Clinical Trial Data

During the lengthy processes of vaccine and antiviral development targeted against severe acute respiratory syndrome coronavirus 2 (SARS-CoV-2), it is important to consider currently available medications that may be able to save lives in the interim by reducing the risk of multiorgan damage from the progression of COVID-19. Several agents are under investigation for use in severely and critically ill patients with COVID-19.

Remdesivir

Remdesivir is a nucleoside analogue prodrug that has shown inhibitory effects on animal and human coronaviruses, including SARS-CoV-2 in vitro and in animal models. A randomized, double-blind, placebo-controlled study found that patients receiving remdesivir had a numerically faster time to clinical improvement than those receiving placebo among patients with symptom duration of 10 days or less (hazard ratio [HR] = 1.52; 95% confidence interval [CI], 0.95–2.43). The trial enrolled 237 hospitalized patients with confirmed SARS-CoV-2 infection, an interval from symptom onset to enrollment of ≤12 days, radiologically confirmed pneumonia, and oxygen saturation of ≤94% on room air or ratio of arterial oxygen partial pressure to fractional inspired oxygen of ≤300 mg Hg.1

Preliminary results from the Adaptive COVID-19 Treatment Trial (ACTT), sponsored by the National Institute of Allergy and Infectious Diseases (NIAID), part of the National Institutes of Health, found that patients who received remdesivir had a 31% faster time to recovery than those who received placebo. The trial enrolled 1,063 patients with advanced COVID-19 with lung involvement. The median time to recovery was 11 days for patients treated with remdesivir compared with 15 days for patients who received placebo. Results also suggest a survival benefit, with a mortality rate of 8.0% for the remdesivir group and 11.6% for the placebo group (P= .059).2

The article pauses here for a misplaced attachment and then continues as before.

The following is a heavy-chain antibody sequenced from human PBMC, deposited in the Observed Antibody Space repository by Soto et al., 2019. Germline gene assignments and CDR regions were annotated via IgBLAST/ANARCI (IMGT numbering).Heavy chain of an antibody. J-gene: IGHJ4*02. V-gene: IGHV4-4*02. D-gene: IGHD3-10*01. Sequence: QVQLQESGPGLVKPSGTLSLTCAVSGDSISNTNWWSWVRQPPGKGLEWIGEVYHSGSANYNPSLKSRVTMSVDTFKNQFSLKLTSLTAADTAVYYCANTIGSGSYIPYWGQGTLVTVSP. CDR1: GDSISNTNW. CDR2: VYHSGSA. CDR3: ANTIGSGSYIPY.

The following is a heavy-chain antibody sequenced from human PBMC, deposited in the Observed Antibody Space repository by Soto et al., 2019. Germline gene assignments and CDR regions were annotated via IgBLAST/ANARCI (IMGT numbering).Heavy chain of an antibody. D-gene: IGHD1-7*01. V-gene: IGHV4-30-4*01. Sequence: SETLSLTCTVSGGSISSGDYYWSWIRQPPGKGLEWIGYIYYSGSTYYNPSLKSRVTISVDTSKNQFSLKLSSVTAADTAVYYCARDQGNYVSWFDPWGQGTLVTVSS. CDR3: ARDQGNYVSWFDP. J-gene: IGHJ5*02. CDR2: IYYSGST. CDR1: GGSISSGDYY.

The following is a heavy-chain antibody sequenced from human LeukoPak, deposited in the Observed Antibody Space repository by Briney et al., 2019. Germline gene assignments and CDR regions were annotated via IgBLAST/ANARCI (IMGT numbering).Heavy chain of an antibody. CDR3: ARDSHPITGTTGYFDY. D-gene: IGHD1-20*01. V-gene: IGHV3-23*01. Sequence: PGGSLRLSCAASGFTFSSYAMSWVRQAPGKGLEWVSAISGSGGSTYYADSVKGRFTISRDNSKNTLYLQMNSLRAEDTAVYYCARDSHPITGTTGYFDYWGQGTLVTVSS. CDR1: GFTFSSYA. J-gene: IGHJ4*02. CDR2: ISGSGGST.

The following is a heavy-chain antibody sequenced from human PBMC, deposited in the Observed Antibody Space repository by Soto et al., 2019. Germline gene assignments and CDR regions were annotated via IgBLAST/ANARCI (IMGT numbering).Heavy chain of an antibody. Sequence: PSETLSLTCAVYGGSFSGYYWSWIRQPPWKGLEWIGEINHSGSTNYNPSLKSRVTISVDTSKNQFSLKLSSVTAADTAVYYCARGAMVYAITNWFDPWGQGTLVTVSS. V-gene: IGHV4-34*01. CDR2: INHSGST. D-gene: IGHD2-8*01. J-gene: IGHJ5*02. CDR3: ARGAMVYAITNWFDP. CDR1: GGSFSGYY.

Tocilizumab

Novel therapies, particularly anti-cytokine approaches targeting interleukin (IL)-6, IL-1, interferon (IFN)-γ, and IL-18, have shown efficacy in treating cytokine storm syndrome (CSS). Early reports from a single-arm study of 21 patients in China have demonstrated favorable outcomes of IL-6 blockade with tocilizumab in severely ill COVID-19 patients, including rapidly reduced fevers and decreased need for supplemental oxygen in 75% of patients. All 21 patients in the group met the criteria for severe or critical COVID-19. Severe patients had to meet one of the following criteria: shortness of breath, respiratory rate >30/min; oxygen saturation <93% while resting; or PaO2/FiO2 ≤300 mm Hg. Critical patients had to meet one of the following criteria: respiratory failure requiring mechanical ventilation; shock; and/or admission to the intensive care unit (ICU) with other organ failure. All 21 patients had a fever that was reduced to a normal temperature on the first day of treatment with tocilizumab. Within 5 days of initiating tocilizumab, 75% (15/20) of the patients reduced their oxygen intake, and one patient no longer required oxygen. Imaging examination by computed tomography (CT) scan showed that 90.5% (19/21) of the patients had resorption of pulmonary lesions. Laboratory examination showed that the proportion of peripheral blood lymphocytes and C-reactive protein (CRP) returned to normal in the majority of patients. All of the patients were discharged, most within 2 weeks of tocilizumab therapy.3,4  Tocilizumab therapy has been formally included in the diagnosis and treatment program for COVID-19 of the National Health Commission of China as of March 3, 2020.4

Lopinavir-ritonavir

A randomized, controlled, open-label trial found no statistically significant benefit with lopinavir-ritonavir beyond standard care in hospitalized patients with severe COVID-19. The trial enrolled 199 patients with confirmed SARS-CoV-2 infection and an SpO2 of ≤94% on room air or a PaO2:FiO2 of ≤300 mm Hg. Patients were randomized to receive either lopinavir-ritonavir (400 mg and 100 mg, respectively) twice daily plus standard care or standard care alone. Treatment with lopinavir-ritonavir was associated with a numerical difference from standard care in the time to clinical improvement (HR = 1.31; 95% CI, 0.95–1.80) and a reduction in mortality at 28 days (19.2% vs 25.0%; difference, –5.8 percentage points; 95% CI, –17.2 to 5.7). Although antiviral drugs are most effective when they are administered early in an infection, the patients in this trial underwent randomization a median of 13 days after disease onset.6 Further trials are needed to determine if initiating therapy earlier may be more effective, since systemic hyperinflammation rather than viral pathogenicity dominates in later stages of SARS-CoV-2 infection.